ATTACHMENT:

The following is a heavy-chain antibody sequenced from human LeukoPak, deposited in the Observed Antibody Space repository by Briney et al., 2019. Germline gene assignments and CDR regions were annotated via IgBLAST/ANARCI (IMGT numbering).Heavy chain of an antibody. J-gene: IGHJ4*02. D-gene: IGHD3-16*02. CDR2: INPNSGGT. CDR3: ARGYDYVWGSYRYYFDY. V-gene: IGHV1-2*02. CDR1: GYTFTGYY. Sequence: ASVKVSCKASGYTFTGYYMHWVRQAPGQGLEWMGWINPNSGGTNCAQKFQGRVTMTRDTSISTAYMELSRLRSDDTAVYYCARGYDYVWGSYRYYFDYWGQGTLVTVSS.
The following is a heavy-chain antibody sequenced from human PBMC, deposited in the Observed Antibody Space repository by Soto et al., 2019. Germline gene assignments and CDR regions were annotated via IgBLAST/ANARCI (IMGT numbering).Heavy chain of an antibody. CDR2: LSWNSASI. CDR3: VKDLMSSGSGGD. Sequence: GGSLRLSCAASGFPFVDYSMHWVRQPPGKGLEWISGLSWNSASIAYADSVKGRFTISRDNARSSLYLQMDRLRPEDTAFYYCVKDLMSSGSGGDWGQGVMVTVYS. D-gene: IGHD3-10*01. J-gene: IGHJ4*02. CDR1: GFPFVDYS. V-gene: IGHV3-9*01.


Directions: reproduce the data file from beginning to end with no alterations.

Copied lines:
The following is a heavy-chain antibody sequenced from human LeukoPak, deposited in the Observed Antibody Space repository by Briney et al., 2019. Germline gene assignments and CDR regions were annotated via IgBLAST/ANARCI (IMGT numbering).Heavy chain of an antibody. J-gene: IGHJ4*02. D-gene: IGHD3-16*02. CDR2: INPNSGGT. CDR3: ARGYDYVWGSYRYYFDY. V-gene: IGHV1-2*02. CDR1: GYTFTGYY. Sequence: ASVKVSCKASGYTFTGYYMHWVRQAPGQGLEWMGWINPNSGGTNCAQKFQGRVTMTRDTSISTAYMELSRLRSDDTAVYYCARGYDYVWGSYRYYFDYWGQGTLVTVSS.
The following is a heavy-chain antibody sequenced from human PBMC, deposited in the Observed Antibody Space repository by Soto et al., 2019. Germline gene assignments and CDR regions were annotated via IgBLAST/ANARCI (IMGT numbering).Heavy chain of an antibody. CDR2: LSWNSASI. CDR3: VKDLMSSGSGGD. Sequence: GGSLRLSCAASGFPFVDYSMHWVRQPPGKGLEWISGLSWNSASIAYADSVKGRFTISRDNARSSLYLQMDRLRPEDTAFYYCVKDLMSSGSGGDWGQGVMVTVYS. D-gene: IGHD3-10*01. J-gene: IGHJ4*02. CDR1: GFPFVDYS. V-gene: IGHV3-9*01.